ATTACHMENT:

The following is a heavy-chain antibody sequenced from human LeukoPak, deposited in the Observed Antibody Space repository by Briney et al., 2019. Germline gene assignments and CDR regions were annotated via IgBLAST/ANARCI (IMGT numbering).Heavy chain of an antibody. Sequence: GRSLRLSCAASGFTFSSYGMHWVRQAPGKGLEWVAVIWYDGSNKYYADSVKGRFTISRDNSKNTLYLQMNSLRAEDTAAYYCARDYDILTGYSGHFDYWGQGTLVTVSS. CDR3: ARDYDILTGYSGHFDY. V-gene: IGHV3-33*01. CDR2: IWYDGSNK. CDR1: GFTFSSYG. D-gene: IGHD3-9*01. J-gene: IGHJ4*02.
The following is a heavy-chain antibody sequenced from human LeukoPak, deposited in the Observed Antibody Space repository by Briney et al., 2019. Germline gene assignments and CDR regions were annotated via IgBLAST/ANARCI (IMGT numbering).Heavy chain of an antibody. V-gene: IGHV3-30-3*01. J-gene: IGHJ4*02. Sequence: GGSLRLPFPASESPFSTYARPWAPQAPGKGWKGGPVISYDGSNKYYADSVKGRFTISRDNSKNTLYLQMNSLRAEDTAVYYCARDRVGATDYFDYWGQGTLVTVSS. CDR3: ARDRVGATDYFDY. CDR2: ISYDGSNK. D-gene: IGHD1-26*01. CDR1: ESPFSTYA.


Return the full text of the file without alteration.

The following is a heavy-chain antibody sequenced from human LeukoPak, deposited in the Observed Antibody Space repository by Briney et al., 2019. Germline gene assignments and CDR regions were annotated via IgBLAST/ANARCI (IMGT numbering).Heavy chain of an antibody. Sequence: GRSLRLSCAASGFTFSSYGMHWVRQAPGKGLEWVAVIWYDGSNKYYADSVKGRFTISRDNSKNTLYLQMNSLRAEDTAAYYCARDYDILTGYSGHFDYWGQGTLVTVSS. CDR3: ARDYDILTGYSGHFDY. V-gene: IGHV3-33*01. CDR2: IWYDGSNK. CDR1: GFTFSSYG. D-gene: IGHD3-9*01. J-gene: IGHJ4*02.
The following is a heavy-chain antibody sequenced from human LeukoPak, deposited in the Observed Antibody Space repository by Briney et al., 2019. Germline gene assignments and CDR regions were annotated via IgBLAST/ANARCI (IMGT numbering).Heavy chain of an antibody. V-gene: IGHV3-30-3*01. J-gene: IGHJ4*02. Sequence: GGSLRLPFPASESPFSTYARPWAPQAPGKGWKGGPVISYDGSNKYYADSVKGRFTISRDNSKNTLYLQMNSLRAEDTAVYYCARDRVGATDYFDYWGQGTLVTVSS. CDR3: ARDRVGATDYFDY. CDR2: ISYDGSNK. D-gene: IGHD1-26*01. CDR1: ESPFSTYA.